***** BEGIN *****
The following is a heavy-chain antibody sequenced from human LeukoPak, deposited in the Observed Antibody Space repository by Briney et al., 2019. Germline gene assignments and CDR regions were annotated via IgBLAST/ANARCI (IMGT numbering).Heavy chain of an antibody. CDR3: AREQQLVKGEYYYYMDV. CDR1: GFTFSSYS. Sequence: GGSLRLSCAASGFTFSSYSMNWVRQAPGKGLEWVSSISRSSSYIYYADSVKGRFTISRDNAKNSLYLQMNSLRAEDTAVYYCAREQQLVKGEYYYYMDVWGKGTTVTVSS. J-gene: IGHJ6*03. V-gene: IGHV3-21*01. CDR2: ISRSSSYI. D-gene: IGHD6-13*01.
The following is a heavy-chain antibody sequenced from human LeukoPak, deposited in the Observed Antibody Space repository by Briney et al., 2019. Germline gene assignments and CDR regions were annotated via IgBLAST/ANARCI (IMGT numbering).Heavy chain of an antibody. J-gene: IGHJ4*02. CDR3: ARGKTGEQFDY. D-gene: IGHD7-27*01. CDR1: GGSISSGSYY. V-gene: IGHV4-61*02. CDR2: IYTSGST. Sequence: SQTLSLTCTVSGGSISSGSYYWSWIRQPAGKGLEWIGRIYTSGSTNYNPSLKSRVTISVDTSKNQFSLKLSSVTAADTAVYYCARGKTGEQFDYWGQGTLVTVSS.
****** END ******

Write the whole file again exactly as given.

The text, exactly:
The following is a heavy-chain antibody sequenced from human LeukoPak, deposited in the Observed Antibody Space repository by Briney et al., 2019. Germline gene assignments and CDR regions were annotated via IgBLAST/ANARCI (IMGT numbering).Heavy chain of an antibody. CDR3: AREQQLVKGEYYYYMDV. CDR1: GFTFSSYS. Sequence: GGSLRLSCAASGFTFSSYSMNWVRQAPGKGLEWVSSISRSSSYIYYADSVKGRFTISRDNAKNSLYLQMNSLRAEDTAVYYCAREQQLVKGEYYYYMDVWGKGTTVTVSS. J-gene: IGHJ6*03. V-gene: IGHV3-21*01. CDR2: ISRSSSYI. D-gene: IGHD6-13*01.
The following is a heavy-chain antibody sequenced from human LeukoPak, deposited in the Observed Antibody Space repository by Briney et al., 2019. Germline gene assignments and CDR regions were annotated via IgBLAST/ANARCI (IMGT numbering).Heavy chain of an antibody. J-gene: IGHJ4*02. CDR3: ARGKTGEQFDY. D-gene: IGHD7-27*01. CDR1: GGSISSGSYY. V-gene: IGHV4-61*02. CDR2: IYTSGST. Sequence: SQTLSLTCTVSGGSISSGSYYWSWIRQPAGKGLEWIGRIYTSGSTNYNPSLKSRVTISVDTSKNQFSLKLSSVTAADTAVYYCARGKTGEQFDYWGQGTLVTVSS.